|Fig.1: A quarterback's ideal offensive line.|
A big question is how Easter Island got its name. Yes, those large statues do make great hiding spots for colored eggs, but there has to be a more symbolic reason based on the idea of resurrection and the renewal of life, right? Or not: the Dutch guy who accidentally discovered it in 1722 did so on Easter Sunday. Wow, that's deep. I'm glad there's not an island that was first encountered by Europeans on Christmas. (Oh wait.) The original name of the island is a subject for debate, mostly within the Polynesian Etymology Club active at every high school. The current name of Rapa Nui (Big Rapa) appears to come from its topographic and cultural similarities with Rapa Iti (Little Rapa) in French Polynesia over 2,000 miles away, even though this name makes Easter Island feel self-conscious about its weight. Another possible name, albeit a mouthful of one, is Te Pito o Te Henua, which could mean, "The Navel of the World." This would make sense based on its isolated location in the Pacific, and its reputation as the world's largest exporter of belly button lint.
|Fig.2: Sadly, most pizza places refuse to deliver to |
houses with an Easter Island address.
The abundance of volcanic rock allowed for the creation of Easter Island's best known feature: the moai statues. Tradition states that the moai represented the deified ancestors of past chiefs, built to look after the island's residents to ensure peace among the clans, tranquility with nature, and that the youngsters were eating all of their vegetables. The Rapa Nui believed in a mystical force called mana, similar to "karma" in Eastern cultures and "comeuppance" in the made-up-words community. The larger the moai that a chief built for his ancestor, the more mana he would receive, and thus the more luck he would have a the craps table. An average moai weighs about 14 tons, with the largest erect statue coming in at about 82 tons, putting him in the super heavyweight division of Ultimate Moai Wrestling. This creates Stonehedge-esque questions as to how they were moved from the quarry to their eventual locations, mostly around the coast. Theories include rolling them along logs, rocking them back and forth along their bases, and even having the god Make-Make to use his Jedi powers to levitate the monolith (as such, Make-Make runs the most successful moving company in the Pacific).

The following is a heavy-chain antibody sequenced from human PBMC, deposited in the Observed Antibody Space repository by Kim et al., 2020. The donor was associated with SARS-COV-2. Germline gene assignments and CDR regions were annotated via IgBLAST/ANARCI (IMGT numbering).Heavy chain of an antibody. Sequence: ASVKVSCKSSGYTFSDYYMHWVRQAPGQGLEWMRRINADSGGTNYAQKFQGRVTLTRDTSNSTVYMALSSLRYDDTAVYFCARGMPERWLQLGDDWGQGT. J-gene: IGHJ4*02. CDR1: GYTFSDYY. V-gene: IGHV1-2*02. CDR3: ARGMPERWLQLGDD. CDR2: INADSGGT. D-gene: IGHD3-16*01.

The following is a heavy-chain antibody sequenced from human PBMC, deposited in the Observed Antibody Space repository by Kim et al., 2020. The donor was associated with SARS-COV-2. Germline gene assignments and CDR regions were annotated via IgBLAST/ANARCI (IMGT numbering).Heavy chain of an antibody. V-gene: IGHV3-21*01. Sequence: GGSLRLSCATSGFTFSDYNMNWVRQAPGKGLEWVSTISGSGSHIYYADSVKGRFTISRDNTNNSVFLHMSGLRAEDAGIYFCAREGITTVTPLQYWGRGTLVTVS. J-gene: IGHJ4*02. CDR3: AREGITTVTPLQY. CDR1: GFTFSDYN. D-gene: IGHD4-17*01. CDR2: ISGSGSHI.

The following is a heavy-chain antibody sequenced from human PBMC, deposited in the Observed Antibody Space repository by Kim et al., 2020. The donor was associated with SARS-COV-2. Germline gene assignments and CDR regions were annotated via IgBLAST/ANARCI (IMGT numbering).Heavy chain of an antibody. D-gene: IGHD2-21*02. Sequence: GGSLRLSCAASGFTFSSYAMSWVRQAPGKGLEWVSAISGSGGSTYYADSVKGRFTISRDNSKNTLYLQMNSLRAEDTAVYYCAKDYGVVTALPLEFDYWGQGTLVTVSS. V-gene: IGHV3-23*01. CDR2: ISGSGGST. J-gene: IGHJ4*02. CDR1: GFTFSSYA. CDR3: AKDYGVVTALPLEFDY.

|Fig.3: Being named the Bird-man |
gave you the inside track to
becoming a successful defense
Unfortunately, friendly competitions between clans gave way to unfriendly civil warfare. This social upheaval may have been a result of the complete deforestation of the island by 1650, leading to no timber to construct fishing boats, no birds to prey upon, and tons of Loraxes around to get all annoyingly preachy and environmental on everyone. The lack of resources created the same strife between the island's various groups as that Easter where my siblings and I had to share a single Tomagotchi (we try not to speak of that horrific day in my household). By the time of Jacob Roggeveen's 1722 Easter Sunday visit and clever name-giving, the population shrank to a maximum of 3,000 people. The clans also practiced spiritual warfare against each other by actually toppling over their respective moai; European visits between 1770 and 1825 reported seeing less and less standing statues visible from the coasts. While it was tragic that the Rapa Nui attempted to destroy a major part of their historical legacy due to petty arguments about resources (not to mention nearly putting the Polynesians back into historical irrelevancy as far as I'm concerned), it must have been extremely liberating to push those giant things over! Stress balls have nothing on that!
|Fig.4: Go home, moai! You're drunk!|
|Fig.5: It is theorized that the Rapa Nui |
used coral to design eyeballs for their
moai, just to give them more of a that
Today, the moai statues are protected under a UNESCO World Heritage Site, and tourism to see the one-of-a-kind sculptures drives the local economy. But what about the Rapa Nui people (fig.6)? Their population has increased to over 3,000 by the time of writing, but their culture, language, and religion is constantly being undermined by that of their Chilean administrators. Sure, the moai were built to protect the people, but how much can they really do with their arms pinned to their sides like that? T-Rex arms are more effective! I have a huge respect for these Polynesians who actually did something cool (unlike those lazy useless Samoans), so I say that the Rapa Nui people need to be protected all the same. Let's take some of them from their natural habitat and display in museums all around the world, just like the moai! It's the only way to protect them while spreading the word about their glorious heritage and can-do attitude!
|Fig.6: Seriously, Rapa Nui people? An accordion? You guys just lost all your cool points!|
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